El Mina is the sleepless hub of North Lebanon. Located on a headland overlooking the Mediterranean Sea, 85 km from Beirut, this marine city is famous for the historic coexistence of the Christians and Muslims who lived together in it for centuries and survived even though the darkest periods of the Lebanese Civil War.
The sea has given El Mina its distinguished features. It makes the living of its fishermen and craftsmen. Known as the City of Waves and Horizons, El Mina is a growing tourist city that attracts people from all around the country. Previously known as Al Askala, El Mina acclaimed its new name (which means “port” in Arabic) through a presidential decree signed in 1979. History, the sea and the generous local people intermingle in El Mina to give it a distinguished glamour and natural beauty.
The old town: The old town is medieval in its design with the old souk, the fish market, the khan, the old cafes, the mosques and the churches that coexist in a quite pedestrian area. The main local industries in the old town are carpentry, fishing, pottery, Arabic ice-cream, oriental sweets and grocery.
The modern district: There is also a modern district that has lately become a lively zone with modern restaurants and cafes that offer delicacies from international and local cuisines.
Khan Al Tamasylee: Khan Al Tamasylee is a historical place that has been badly damaged during the civil war. Built by the Mamalik during the 14th century, it was initially used as a residence for the travelers and the negotiators.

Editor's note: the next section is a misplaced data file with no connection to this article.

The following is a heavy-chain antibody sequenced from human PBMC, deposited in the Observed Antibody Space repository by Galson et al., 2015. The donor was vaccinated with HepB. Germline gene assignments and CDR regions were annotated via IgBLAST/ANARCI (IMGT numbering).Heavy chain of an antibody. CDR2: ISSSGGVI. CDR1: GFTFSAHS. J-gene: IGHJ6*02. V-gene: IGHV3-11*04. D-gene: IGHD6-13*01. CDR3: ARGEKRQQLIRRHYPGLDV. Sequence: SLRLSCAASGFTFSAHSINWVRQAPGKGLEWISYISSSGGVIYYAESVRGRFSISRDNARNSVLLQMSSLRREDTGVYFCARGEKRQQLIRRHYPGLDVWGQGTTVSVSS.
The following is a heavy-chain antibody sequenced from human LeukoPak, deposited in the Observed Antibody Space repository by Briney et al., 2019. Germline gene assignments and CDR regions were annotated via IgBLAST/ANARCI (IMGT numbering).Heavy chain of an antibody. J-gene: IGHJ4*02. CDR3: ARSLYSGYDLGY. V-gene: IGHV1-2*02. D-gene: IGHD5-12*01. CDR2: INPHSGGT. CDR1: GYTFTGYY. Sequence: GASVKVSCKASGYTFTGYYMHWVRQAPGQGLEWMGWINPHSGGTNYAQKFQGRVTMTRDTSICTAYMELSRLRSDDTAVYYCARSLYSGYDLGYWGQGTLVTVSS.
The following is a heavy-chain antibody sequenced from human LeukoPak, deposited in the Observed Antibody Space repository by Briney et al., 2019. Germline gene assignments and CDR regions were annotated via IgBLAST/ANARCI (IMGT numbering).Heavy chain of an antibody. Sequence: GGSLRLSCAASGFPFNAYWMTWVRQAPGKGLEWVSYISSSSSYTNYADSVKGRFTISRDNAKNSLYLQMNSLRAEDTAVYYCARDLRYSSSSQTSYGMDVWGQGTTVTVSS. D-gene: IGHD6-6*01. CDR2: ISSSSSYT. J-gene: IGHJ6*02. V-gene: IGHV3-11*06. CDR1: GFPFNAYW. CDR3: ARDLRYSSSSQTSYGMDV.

The Lion Tower (Borj Alsebaa): The Lion Tower is a miniature fortress dating from the end of the 15th century that was built by the Sultan Qait Bey to protect the coastline against attacks from the Turks. It is an exceptional example of Muslims military architecture. At the top of the tower there is a terrace which has views over the city and the harbor area.
The islands: El Mina offers to the beach lovers a great escape. Along the sea front there are many boats that take you to the lovely nearby islands. The Palm Islands, which has become a wildlife sanctuary, consists of three far islands: Palm, Sanani, and Ramkine. During the summer, the Palm islands are open to visitors who can enjoy the crystal sea, the sandy beaches, fishing and scuba-diving excursions.